Going back, faiths have splintered and broken and splintered again for as long as there have been faiths. Christianity includes Baptists, Methodists, Lutherans, Presbyterians, Episcopalians, Catholics, Church of Christ, Free Will churches and many, many, unconnected and unorthodox believers. And Christianity itself is a splinter of Judaism, don’t ever forget that. That is why the Old Testament is part of our Scriptures. Personally, I think we would do well to include a healthy dose of Hebrew studies and Talmud studies alongside the studies of Paul and Jesus.

The point is, there are many, many, many interpretations of the Christian faith. And that’s the rub. There are many of us. Some of us are liberal, and believe strongly in equal rights for all people, caring for the planet, helping those who are less fortunate, and so on. Some of us are of a more conservative stripe, with more emphasis on worship and piety. Others find themselves in-between, a solid mix of doing good, and spiritual communion.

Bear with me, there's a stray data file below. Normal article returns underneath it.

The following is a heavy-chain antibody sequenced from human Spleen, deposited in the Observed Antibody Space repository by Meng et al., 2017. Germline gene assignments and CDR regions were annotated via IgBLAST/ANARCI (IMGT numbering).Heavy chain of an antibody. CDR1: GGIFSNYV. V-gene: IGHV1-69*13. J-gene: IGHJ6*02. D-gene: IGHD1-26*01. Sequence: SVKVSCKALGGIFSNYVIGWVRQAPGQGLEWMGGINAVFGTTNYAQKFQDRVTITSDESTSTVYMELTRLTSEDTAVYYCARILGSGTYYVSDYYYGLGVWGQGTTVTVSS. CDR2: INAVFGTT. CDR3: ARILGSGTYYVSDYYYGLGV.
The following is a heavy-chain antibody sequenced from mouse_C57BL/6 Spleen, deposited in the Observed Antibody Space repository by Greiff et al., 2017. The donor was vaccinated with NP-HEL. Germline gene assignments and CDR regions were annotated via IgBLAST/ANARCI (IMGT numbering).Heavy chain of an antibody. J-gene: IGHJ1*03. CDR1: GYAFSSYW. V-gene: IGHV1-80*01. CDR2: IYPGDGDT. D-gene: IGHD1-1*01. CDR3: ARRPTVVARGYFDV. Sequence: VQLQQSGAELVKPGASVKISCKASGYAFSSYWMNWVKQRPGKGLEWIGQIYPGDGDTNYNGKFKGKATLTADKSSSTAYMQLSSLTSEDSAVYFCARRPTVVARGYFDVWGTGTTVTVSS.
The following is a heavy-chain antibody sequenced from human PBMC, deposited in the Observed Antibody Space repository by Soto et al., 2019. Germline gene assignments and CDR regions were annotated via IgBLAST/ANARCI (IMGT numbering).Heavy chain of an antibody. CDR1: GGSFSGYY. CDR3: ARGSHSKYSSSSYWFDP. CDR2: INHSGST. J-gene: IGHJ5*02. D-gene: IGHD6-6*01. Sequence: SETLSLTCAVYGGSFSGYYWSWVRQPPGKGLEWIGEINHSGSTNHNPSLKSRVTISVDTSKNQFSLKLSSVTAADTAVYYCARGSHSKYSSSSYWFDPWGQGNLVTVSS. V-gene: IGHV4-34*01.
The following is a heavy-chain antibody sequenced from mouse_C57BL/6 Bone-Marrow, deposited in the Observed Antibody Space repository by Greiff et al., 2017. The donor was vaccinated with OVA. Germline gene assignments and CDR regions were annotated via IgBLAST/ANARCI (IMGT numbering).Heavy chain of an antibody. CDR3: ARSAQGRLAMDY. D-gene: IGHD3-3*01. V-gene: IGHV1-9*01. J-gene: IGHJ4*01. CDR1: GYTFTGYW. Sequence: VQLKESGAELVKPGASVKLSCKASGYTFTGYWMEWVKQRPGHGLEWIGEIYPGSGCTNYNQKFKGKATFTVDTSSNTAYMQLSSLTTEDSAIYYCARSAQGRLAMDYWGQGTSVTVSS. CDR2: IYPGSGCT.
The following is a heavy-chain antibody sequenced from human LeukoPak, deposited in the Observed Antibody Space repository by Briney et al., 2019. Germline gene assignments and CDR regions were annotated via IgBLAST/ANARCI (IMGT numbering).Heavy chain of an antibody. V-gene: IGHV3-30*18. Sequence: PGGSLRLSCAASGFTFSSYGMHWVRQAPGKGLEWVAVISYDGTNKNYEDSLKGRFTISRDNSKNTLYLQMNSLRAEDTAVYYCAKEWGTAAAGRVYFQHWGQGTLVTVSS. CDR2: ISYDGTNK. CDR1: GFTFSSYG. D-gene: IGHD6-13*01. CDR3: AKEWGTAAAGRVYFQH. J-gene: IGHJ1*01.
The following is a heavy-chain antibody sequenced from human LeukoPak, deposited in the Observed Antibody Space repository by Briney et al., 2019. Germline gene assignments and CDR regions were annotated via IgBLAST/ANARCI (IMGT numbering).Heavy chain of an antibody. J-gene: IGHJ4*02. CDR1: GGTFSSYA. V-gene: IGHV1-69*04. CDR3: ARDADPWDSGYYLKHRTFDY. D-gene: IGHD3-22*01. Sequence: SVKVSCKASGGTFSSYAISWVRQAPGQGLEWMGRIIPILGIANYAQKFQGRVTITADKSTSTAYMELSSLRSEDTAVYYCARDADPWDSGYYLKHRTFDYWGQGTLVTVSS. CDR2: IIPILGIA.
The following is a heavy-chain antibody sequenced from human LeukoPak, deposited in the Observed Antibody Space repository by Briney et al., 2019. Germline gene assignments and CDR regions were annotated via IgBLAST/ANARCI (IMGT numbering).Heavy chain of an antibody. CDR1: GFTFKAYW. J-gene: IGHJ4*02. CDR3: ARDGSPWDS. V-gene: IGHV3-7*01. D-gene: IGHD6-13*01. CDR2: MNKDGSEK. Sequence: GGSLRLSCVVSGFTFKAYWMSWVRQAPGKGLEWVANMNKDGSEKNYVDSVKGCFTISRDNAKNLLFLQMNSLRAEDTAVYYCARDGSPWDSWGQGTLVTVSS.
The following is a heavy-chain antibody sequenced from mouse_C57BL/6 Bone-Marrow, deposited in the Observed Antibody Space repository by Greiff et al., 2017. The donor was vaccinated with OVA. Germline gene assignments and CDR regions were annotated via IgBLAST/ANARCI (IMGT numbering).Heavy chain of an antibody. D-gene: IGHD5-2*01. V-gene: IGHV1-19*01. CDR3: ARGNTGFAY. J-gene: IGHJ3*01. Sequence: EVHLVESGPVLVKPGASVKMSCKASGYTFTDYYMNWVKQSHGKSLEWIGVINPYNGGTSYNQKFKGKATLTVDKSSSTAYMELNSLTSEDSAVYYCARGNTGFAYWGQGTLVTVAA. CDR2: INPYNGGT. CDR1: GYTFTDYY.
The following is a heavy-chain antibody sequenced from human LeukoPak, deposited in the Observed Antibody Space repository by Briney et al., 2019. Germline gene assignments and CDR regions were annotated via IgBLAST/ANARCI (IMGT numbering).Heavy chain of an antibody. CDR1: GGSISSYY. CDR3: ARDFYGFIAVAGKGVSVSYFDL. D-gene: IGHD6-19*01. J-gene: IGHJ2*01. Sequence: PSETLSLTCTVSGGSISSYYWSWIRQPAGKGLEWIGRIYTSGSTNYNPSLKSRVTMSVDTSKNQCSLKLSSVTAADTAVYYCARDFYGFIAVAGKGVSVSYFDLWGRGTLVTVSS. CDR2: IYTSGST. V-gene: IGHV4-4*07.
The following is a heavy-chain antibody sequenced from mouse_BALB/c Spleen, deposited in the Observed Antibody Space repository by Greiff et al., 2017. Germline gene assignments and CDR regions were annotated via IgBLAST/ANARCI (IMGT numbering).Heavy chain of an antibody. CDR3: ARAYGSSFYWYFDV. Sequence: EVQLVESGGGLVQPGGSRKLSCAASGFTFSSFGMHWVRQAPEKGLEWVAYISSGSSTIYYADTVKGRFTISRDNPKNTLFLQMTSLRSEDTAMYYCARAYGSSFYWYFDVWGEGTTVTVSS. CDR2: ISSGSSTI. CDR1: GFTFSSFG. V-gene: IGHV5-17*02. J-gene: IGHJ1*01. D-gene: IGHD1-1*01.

And then there is Fundamentalism. Those who know me well, know I have little taste for nor patience with Fundamentalism. If you aren’t sure of the definition, I’ll provide a brief one: it is a belief system which depends upon extremely rigid doctrinal beliefs, with a central document such as the Bible as it’s authoritative source, The theology is often simplistic, and often uses verses of the Bible (or whatever book is central to it’s beliefs) out of context as opposed to in context in support of certain tenets of belief. Fundamentalists prefer to avoid the more difficult aspects of faith and stick to the basic fundamentals (the source of the name). There is an absolute belief in heaven and hell, and in God and Satan. The Fundamentalist belief system is in fact a duality belief system. For every positive, there is a negative. For God, there is Satan, for angels, demons, for Christians, heathen, for believers, non-believers. Its adherents often stress isolation from the material world, and listen to Christian music as opposed to popular music. They associate with other believers as opposed to non-believers. They stress devotion to the world above and disdain the world in front of them. This duality is almost mathematical in it’s purity, though I doubt this mathematical quality to faith is recognized by the believers. Another facet of the fundamentalist faith is that is an emotive faith as opposed to an active faith.